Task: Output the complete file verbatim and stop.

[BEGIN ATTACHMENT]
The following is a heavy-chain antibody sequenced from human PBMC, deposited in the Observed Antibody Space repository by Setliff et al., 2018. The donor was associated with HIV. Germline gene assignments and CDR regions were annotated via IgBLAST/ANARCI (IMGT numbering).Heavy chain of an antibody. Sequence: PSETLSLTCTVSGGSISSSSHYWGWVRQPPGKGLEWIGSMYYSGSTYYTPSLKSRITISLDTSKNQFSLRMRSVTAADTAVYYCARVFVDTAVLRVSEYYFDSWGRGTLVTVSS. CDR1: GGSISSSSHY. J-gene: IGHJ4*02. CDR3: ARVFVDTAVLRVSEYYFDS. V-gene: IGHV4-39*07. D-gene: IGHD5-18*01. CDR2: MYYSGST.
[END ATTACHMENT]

The following is a heavy-chain antibody sequenced from human PBMC, deposited in the Observed Antibody Space repository by Setliff et al., 2018. The donor was associated with HIV. Germline gene assignments and CDR regions were annotated via IgBLAST/ANARCI (IMGT numbering).Heavy chain of an antibody. Sequence: PSETLSLTCTVSGGSISSSSHYWGWVRQPPGKGLEWIGSMYYSGSTYYTPSLKSRITISLDTSKNQFSLRMRSVTAADTAVYYCARVFVDTAVLRVSEYYFDSWGRGTLVTVSS. CDR1: GGSISSSSHY. J-gene: IGHJ4*02. CDR3: ARVFVDTAVLRVSEYYFDS. V-gene: IGHV4-39*07. D-gene: IGHD5-18*01. CDR2: MYYSGST.